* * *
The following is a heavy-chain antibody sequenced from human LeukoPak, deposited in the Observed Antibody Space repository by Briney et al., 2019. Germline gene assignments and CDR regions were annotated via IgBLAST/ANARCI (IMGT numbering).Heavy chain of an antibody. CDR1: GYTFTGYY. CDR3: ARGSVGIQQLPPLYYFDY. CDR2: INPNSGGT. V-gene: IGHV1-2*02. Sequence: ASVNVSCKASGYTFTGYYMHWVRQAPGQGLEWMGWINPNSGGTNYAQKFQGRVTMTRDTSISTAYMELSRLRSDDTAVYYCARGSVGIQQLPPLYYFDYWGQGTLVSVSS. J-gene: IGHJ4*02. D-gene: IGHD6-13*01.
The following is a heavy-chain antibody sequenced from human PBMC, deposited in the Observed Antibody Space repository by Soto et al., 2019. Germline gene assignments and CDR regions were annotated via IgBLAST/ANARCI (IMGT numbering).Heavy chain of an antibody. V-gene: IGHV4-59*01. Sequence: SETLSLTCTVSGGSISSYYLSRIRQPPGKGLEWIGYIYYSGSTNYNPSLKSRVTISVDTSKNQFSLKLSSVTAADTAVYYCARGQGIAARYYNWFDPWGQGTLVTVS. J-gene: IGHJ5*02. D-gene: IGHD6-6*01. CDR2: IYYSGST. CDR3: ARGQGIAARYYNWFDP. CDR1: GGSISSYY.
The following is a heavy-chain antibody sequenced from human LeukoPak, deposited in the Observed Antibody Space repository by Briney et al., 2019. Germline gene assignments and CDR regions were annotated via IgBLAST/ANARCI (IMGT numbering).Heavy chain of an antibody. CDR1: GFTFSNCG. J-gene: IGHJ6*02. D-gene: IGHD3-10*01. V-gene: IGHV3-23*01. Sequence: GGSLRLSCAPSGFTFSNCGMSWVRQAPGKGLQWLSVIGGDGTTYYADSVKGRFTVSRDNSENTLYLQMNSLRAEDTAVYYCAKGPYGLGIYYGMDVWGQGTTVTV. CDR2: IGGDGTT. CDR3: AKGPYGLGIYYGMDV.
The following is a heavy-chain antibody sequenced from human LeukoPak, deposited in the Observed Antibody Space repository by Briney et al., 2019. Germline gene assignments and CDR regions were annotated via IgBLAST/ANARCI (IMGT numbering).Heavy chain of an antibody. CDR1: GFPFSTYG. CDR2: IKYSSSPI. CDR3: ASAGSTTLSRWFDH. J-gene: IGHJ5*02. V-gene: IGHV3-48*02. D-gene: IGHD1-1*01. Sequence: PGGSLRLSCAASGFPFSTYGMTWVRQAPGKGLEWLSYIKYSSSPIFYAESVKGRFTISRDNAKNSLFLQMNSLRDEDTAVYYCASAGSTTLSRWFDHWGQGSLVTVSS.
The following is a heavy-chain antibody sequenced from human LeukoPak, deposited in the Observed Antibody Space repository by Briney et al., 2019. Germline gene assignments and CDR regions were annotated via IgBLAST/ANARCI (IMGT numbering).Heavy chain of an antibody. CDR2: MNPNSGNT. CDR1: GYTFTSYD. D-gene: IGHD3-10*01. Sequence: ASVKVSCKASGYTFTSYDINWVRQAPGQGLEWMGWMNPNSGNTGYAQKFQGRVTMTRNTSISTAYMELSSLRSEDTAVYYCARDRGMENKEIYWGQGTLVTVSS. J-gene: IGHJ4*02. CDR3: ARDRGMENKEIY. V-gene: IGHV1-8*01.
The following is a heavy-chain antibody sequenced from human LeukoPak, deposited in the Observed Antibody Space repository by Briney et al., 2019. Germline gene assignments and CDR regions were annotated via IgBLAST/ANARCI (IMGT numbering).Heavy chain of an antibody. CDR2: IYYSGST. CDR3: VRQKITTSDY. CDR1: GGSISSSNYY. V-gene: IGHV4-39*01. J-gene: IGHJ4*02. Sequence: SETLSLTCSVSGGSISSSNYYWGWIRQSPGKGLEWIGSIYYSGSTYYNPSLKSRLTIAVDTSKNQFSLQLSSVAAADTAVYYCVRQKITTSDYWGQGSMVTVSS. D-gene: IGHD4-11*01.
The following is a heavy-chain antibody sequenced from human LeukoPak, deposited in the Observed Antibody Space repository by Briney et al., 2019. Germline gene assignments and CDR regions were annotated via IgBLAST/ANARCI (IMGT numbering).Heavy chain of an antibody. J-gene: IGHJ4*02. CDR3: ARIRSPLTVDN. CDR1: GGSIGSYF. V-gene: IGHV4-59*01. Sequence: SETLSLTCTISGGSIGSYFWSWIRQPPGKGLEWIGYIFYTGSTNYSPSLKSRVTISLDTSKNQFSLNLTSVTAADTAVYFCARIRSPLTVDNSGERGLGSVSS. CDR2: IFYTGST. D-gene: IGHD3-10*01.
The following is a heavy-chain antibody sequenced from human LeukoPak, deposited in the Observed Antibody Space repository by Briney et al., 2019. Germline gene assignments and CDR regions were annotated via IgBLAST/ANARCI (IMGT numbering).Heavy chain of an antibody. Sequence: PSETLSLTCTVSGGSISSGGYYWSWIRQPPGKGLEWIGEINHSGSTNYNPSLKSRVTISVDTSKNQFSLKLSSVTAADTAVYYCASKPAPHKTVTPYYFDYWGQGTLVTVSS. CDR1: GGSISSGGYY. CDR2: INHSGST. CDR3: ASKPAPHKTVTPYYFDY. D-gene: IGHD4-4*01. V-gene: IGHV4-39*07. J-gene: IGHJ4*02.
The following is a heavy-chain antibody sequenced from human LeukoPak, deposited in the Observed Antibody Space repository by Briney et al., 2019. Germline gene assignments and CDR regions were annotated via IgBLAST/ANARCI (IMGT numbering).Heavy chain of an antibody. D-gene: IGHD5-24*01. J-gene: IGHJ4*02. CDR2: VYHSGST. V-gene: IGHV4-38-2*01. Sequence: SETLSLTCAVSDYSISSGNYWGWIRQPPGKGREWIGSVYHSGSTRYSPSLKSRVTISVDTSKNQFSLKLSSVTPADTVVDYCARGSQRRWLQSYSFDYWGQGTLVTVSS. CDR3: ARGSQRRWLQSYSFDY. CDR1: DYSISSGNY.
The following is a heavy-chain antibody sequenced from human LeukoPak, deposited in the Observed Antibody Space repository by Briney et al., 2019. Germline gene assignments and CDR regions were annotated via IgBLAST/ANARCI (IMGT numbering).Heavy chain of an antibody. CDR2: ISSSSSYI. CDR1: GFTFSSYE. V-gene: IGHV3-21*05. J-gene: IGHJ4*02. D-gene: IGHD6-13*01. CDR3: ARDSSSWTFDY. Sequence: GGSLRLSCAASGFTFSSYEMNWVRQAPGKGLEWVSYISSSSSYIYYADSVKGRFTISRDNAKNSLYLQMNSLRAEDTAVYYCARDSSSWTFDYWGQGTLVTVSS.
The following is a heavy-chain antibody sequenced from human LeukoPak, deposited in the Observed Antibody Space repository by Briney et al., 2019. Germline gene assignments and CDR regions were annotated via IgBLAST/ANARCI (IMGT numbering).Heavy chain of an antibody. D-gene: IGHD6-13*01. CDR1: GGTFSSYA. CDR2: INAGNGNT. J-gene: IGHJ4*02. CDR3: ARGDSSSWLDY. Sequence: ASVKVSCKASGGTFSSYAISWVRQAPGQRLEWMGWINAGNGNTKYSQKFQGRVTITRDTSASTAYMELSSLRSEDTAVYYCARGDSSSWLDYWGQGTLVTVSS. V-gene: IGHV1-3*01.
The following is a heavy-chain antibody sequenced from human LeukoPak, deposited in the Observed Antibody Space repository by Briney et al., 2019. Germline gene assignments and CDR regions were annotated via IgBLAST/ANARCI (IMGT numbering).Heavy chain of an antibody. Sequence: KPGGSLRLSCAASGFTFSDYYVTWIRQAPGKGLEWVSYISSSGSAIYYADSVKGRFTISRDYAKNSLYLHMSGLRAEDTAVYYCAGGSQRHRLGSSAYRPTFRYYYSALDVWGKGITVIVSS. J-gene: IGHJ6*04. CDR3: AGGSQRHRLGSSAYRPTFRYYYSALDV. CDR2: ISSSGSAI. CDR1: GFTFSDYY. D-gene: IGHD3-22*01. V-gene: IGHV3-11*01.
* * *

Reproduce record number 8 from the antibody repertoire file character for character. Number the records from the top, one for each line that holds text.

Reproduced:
The following is a heavy-chain antibody sequenced from human LeukoPak, deposited in the Observed Antibody Space repository by Briney et al., 2019. Germline gene assignments and CDR regions were annotated via IgBLAST/ANARCI (IMGT numbering).Heavy chain of an antibody. Sequence: PSETLSLTCTVSGGSISSGGYYWSWIRQPPGKGLEWIGEINHSGSTNYNPSLKSRVTISVDTSKNQFSLKLSSVTAADTAVYYCASKPAPHKTVTPYYFDYWGQGTLVTVSS. CDR1: GGSISSGGYY. CDR2: INHSGST. CDR3: ASKPAPHKTVTPYYFDY. D-gene: IGHD4-4*01. V-gene: IGHV4-39*07. J-gene: IGHJ4*02.